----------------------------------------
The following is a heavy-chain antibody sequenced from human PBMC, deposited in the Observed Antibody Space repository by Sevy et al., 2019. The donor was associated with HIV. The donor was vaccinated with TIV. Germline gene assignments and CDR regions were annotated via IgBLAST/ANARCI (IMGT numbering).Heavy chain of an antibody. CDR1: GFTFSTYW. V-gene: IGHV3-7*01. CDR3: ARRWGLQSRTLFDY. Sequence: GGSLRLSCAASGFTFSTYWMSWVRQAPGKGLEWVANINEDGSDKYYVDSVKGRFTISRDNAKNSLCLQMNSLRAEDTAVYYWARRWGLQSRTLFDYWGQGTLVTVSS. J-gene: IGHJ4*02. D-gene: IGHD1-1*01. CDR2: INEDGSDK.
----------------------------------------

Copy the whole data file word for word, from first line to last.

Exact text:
The following is a heavy-chain antibody sequenced from human PBMC, deposited in the Observed Antibody Space repository by Sevy et al., 2019. The donor was associated with HIV. The donor was vaccinated with TIV. Germline gene assignments and CDR regions were annotated via IgBLAST/ANARCI (IMGT numbering).Heavy chain of an antibody. CDR1: GFTFSTYW. V-gene: IGHV3-7*01. CDR3: ARRWGLQSRTLFDY. Sequence: GGSLRLSCAASGFTFSTYWMSWVRQAPGKGLEWVANINEDGSDKYYVDSVKGRFTISRDNAKNSLCLQMNSLRAEDTAVYYWARRWGLQSRTLFDYWGQGTLVTVSS. J-gene: IGHJ4*02. D-gene: IGHD1-1*01. CDR2: INEDGSDK.